“We’re extremely proud of it,” Max says. “We were pretty strategic in trying to come up with songs that people would recognize as [representing] some of the older ideas and balancing those with the modern ideas. It’s a juggling act really.”
“We wanted to kind of evoke the feeling of the past with the future,” Max continues. “When Mark Stuart and I started writing the songs that was always in our minds, so you’ve got songs like ‘He Moves, You Move,’ ‘King of the Comebacks’ and ‘Seeker.’ With all of those we tried to come up with something really that felt like the past, but obviously with me singing it, it’s completely different.”
Lyrically, some of the songs on the new album echo themes that Audio Adrenaline fans have long embraced. “Audio Adrenaline is known for being up front about their faith and being very active in missions,” says Max, “but it was always under the banner of having a lot of fun. Lyrically Audio Adrenaline took on a lot of different subjects, but when you think about the classic Audio Adrenaline, there are a lot of songs about Christ doing a work in the person, the underdog, or the person that’s unnoticed and is having a rough time. They’ve always been about the message to the misfit and knowing God accepts the heart of everybody out there. The ideas of grace and redemption are very much alive in this album as well.”
Max sees the new album as a transition between the old and new Audio A. “This album is really a bridge album for people that loved Audio Adrenaline in the past and have no concept of where we’re going,” he says. “We really tried to create an album that was a radio album because we knew that we wanted to get back out there. We wanted to let people hear what we’re doing. If we came out with a rock record where radio couldn’t play anything we thought it would defeat the purpose, so, if anything, this album kind of steers on the side of being a little more pop than what I’m used to.”
Audio Adrenaline has always been known for their mission work and with the new band that focus is stronger than ever. In 2003, Stuart and McGinniss founded the Hands and Feet Project, a non-profit organization, which funds two orphanages in Haiti. Proceeds from the new album will benefit Hands and Feet.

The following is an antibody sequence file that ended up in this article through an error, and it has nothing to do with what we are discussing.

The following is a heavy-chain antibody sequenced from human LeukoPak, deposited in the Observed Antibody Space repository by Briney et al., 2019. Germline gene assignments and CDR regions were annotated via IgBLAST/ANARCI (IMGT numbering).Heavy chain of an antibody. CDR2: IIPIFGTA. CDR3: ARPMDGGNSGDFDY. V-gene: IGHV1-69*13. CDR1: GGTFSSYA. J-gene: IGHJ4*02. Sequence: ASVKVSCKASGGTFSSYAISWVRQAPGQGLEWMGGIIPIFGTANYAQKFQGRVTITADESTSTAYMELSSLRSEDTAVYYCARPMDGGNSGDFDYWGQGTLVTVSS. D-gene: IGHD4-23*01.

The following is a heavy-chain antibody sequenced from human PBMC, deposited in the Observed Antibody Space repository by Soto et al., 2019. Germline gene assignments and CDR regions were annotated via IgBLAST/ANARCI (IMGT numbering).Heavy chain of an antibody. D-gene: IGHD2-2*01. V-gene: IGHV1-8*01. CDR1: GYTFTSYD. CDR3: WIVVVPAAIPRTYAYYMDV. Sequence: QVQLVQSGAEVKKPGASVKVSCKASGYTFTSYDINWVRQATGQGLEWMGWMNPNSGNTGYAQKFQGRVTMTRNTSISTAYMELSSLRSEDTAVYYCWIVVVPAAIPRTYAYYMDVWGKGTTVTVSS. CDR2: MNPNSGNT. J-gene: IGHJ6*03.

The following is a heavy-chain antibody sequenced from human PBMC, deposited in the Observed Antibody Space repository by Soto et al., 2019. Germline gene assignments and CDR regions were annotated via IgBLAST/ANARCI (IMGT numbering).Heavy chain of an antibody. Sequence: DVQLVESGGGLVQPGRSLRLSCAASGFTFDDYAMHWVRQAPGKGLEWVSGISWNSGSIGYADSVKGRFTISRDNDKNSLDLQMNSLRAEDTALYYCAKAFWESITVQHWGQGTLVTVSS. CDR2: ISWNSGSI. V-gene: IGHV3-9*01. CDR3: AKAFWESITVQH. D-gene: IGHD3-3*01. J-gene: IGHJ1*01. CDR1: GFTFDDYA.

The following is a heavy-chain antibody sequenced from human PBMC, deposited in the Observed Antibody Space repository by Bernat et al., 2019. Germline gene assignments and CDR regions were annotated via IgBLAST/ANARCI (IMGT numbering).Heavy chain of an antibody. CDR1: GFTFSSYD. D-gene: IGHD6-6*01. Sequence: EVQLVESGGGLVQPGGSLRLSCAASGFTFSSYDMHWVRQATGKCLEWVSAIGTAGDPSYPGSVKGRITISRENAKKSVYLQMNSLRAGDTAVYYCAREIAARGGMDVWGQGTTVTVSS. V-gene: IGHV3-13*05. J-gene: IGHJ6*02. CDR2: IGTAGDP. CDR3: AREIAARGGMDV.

“The Hands and Feet project continued to get bigger and bigger even in the absence of Audio A,” Stuart says. “So we felt like this was definitely a godsend. We have two different orphanages that need help that we could basically use the platform of Audio Adrenaline to propel the Hands and Feet project so we can care for more kids.”
Stuart and his wife have adopted three Haitian children themselves and the Hands and Feet Project provides housing for more than 100 orphaned children and jobs for 80 Haitian adults.
Stuart suffers from spasmodic dysphonia, which causes involuntary spasms of the muscles around the larynx. Though he’s no longer able to sing, he is still intricately involved in Audio Adrenaline’s sound and is excited about working with Max, not just musically, but in mission work as well. “We felt like Kevin was the perfect fit,” says Stuart, who had known Max for years.
In fact, it was dcTalk’s Toby McKeehan (now known as TobyMac) who took Audio Adrenaline’s demo to ForeFront Records, which signed them and released the band’s self-titled debut in 1992. Since then much has changed. dcTalk’s McKeehan, Max and Michael Tait disbanded in 2000 and began releasing solo projects. Tait joined the Newsboys as lead singer in 2009 when longtime frontman Peter Furler exited and the rebooted Newsboys have been extremely successful with Tait at the helm.
Stuart has high hopes for the new Audio Adrenaline with Max taking over lead vocal duties. “He has a real heart for orphans and what we were doing with Hands and Feet,” he says, “and talent wise—to use an American Idol phrase—he can sing the phonebook and make it sound pretty awesome!”
Tying together the music and the mission, the video for “Kings & Queens” was shot in Haiti. “This is really the anthem for the Hands and Feet project,” Max says. “We wanted to let people know that we are doing this for more than just getting back out there and rebooting the brand, we’re about raising awareness for the non-profit.”